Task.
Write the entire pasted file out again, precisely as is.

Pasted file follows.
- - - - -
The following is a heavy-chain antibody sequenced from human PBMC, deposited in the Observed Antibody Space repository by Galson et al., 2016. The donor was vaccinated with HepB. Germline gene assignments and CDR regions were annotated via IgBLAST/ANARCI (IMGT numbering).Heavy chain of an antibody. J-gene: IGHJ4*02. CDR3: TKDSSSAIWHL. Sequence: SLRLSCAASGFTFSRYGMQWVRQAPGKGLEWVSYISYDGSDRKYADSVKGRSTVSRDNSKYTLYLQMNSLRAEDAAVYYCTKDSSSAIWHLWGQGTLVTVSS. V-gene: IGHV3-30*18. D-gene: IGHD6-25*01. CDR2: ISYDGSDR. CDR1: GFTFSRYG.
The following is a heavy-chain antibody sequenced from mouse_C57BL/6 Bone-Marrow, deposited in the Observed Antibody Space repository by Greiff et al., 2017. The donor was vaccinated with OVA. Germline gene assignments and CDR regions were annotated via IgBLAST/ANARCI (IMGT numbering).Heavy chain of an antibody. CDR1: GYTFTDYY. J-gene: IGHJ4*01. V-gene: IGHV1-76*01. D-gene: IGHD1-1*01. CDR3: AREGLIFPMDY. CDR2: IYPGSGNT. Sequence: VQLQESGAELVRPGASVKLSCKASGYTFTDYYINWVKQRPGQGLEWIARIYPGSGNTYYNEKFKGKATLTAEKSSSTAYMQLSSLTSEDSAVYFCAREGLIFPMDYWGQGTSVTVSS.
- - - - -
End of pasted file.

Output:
The following is a heavy-chain antibody sequenced from human PBMC, deposited in the Observed Antibody Space repository by Galson et al., 2016. The donor was vaccinated with HepB. Germline gene assignments and CDR regions were annotated via IgBLAST/ANARCI (IMGT numbering).Heavy chain of an antibody. J-gene: IGHJ4*02. CDR3: TKDSSSAIWHL. Sequence: SLRLSCAASGFTFSRYGMQWVRQAPGKGLEWVSYISYDGSDRKYADSVKGRSTVSRDNSKYTLYLQMNSLRAEDAAVYYCTKDSSSAIWHLWGQGTLVTVSS. V-gene: IGHV3-30*18. D-gene: IGHD6-25*01. CDR2: ISYDGSDR. CDR1: GFTFSRYG.
The following is a heavy-chain antibody sequenced from mouse_C57BL/6 Bone-Marrow, deposited in the Observed Antibody Space repository by Greiff et al., 2017. The donor was vaccinated with OVA. Germline gene assignments and CDR regions were annotated via IgBLAST/ANARCI (IMGT numbering).Heavy chain of an antibody. CDR1: GYTFTDYY. J-gene: IGHJ4*01. V-gene: IGHV1-76*01. D-gene: IGHD1-1*01. CDR3: AREGLIFPMDY. CDR2: IYPGSGNT. Sequence: VQLQESGAELVRPGASVKLSCKASGYTFTDYYINWVKQRPGQGLEWIARIYPGSGNTYYNEKFKGKATLTAEKSSSTAYMQLSSLTSEDSAVYFCAREGLIFPMDYWGQGTSVTVSS.